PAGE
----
According to its clinical use, a membrane should be handleable easily with forceps, maintain its mechanical properties after wetting in biological fluids and also it should be resistant to the shear forces of the surgical suture thread (suturable) (Figures 1 and 2). Pull-out strength is an expression of mechanical properties of a biomaterial that in case of GBR setting is demanding. As an example, one main limitation of the PLGA/F127 membrane[2] was its relatively low suture pull-out strength and thus this membrane was not indicated for surgical applications in which sutures are needed[3]. To overcome this limitation, the authors published afterwards an augmented pull-out strength membrane, obtained adding PCL nanofibres to the solution. The PCL/PLGA membrane reached almost 8 N in the pull-out test, a result that is comparable with the gold standard Bio-Gide®, and to the benchmark threshold of 2 N (generally accepted for suturing during surgery)[4]. Moreover, when the PCL/PLGA membrane was soaked in saline solution, it showed a higher pull-out strength when compared to the wetted Bio-Gide®, which is more hydrophilic and, therefore, absorbent[5].

Nanomaterials 10 00016 g005 550

Figure 1. Nanofibre-based membrane obtained after 60 min of ELS with the following parameters: PCL 12% w/v in DCM/DMF 7:3, 17 kV potential, 27 G needle, 0.6 mL/h of flow rate. Nikon D3500, macro 105 Sigma tamron lens, Sigma ring flash. Membranes can be handled easily with surgical tweezers.

Nanomaterials 10 00016 g006 550

Figure 2. Nanofibre-based membrane obtained after 60 min of ELS with the following parameters: PCL 12% w/v in DCM/DMF 7:3, 17 kV potential, 27 G needle, 0.6 mL/h of flow rate. Nikon D3500, macro 105 Sigma tamron lens, Sigma ring flash. See the mechanical resistance during stretching the same membrane of Figure 5 after cut then sutured with 5/0 polypropylene.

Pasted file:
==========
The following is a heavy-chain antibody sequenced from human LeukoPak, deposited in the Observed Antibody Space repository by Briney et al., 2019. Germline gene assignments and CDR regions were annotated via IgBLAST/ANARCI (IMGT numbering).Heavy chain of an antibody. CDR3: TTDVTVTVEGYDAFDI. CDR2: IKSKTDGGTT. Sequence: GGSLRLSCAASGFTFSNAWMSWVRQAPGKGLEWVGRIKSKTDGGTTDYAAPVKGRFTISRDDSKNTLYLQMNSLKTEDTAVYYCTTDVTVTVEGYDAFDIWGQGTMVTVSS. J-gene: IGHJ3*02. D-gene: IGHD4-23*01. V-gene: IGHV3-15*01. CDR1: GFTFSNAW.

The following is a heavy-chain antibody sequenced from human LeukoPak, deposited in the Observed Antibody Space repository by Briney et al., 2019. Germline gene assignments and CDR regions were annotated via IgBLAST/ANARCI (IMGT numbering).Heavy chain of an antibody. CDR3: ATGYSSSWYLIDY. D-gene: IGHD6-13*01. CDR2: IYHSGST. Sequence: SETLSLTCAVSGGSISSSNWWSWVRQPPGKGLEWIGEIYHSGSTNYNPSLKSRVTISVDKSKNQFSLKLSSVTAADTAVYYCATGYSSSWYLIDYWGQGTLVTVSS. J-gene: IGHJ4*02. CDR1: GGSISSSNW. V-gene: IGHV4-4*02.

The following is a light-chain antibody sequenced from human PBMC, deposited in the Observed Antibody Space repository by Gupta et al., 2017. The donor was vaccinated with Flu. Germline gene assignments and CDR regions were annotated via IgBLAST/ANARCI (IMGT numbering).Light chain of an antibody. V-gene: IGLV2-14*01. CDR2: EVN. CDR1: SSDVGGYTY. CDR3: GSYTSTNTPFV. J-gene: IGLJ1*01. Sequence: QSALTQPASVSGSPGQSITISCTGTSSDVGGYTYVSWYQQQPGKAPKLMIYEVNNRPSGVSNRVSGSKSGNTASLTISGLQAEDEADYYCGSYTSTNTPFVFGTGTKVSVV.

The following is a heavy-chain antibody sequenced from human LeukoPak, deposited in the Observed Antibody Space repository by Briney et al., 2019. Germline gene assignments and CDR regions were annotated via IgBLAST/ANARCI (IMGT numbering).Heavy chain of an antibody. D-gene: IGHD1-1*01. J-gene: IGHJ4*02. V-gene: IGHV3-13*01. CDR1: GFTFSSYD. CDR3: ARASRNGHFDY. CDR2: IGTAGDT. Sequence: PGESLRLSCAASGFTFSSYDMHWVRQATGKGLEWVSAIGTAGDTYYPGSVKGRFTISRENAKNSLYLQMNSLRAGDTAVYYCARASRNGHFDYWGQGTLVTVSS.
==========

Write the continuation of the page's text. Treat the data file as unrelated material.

Membranes candidate for GBR should be carefully investigated in terms of permeability. This information is paramount to predict both the desired diffusion of nutrients and the undesired infiltration of host undesired cells (e.g., fibroblasts) through the structure. The albumin assay performed on the aforementioned membranes (PCL/PLGA) proved a similar, increase of permeability with time, when compared with controls (PCL/Tween 80 > Bio-Gide1 > PLGA/F127 > PCL/PLGA hybrid membranes) because of their hydrophilicity. Moreover the same paper provided an in vivo test of the bone regeneration capability. All the tested membranes in a calvaria bone defect rat model showed better results in bone regeneration when compared with the blank controls. Moreover, the PLGA/F127 > PCL/PLGA hybrid membranes showed a superior bone formation in terms of quantity and quality in respect to active controls. The common behavior found was a regeneration of bone starting from peripheric host bone allowed by the space making and selective permeability of the tested membranes, differently from the blank controls[5]. However, in vivo (with large size animal models) or human studies will clarify the role of dissolution time of the membranes in terms of mechanical performance that should be maintained at least for two months in the view of GBR applications.

In 2014, poly(butylene carbonate) (PBC) was tested as alternative of electrospun PCL for the production of membranes for GBR. In vitro and in vivo tests demonstrated similar behavior of the tested molecule to PCL; moreover a superior hydrophilicity was found for the PBC membranes. Interestingly, Young’s modulus of PBC and PCL membranes was 8.45 ± 0.93 and 9.91 ± 1.12 MPa, respectively; tensile strength was 3.53 ± 0.34 and 3.82 ± 0.36 MPa, respectively. This mechanical performance suggests a possible use in the field of GBR. Moreover, micro-CT images and histologic sections showed bone formation below both PCL and PBC membranes. Conversely, the blank control showed invasion of soft tissue in the calvaria defects in the murine model[6].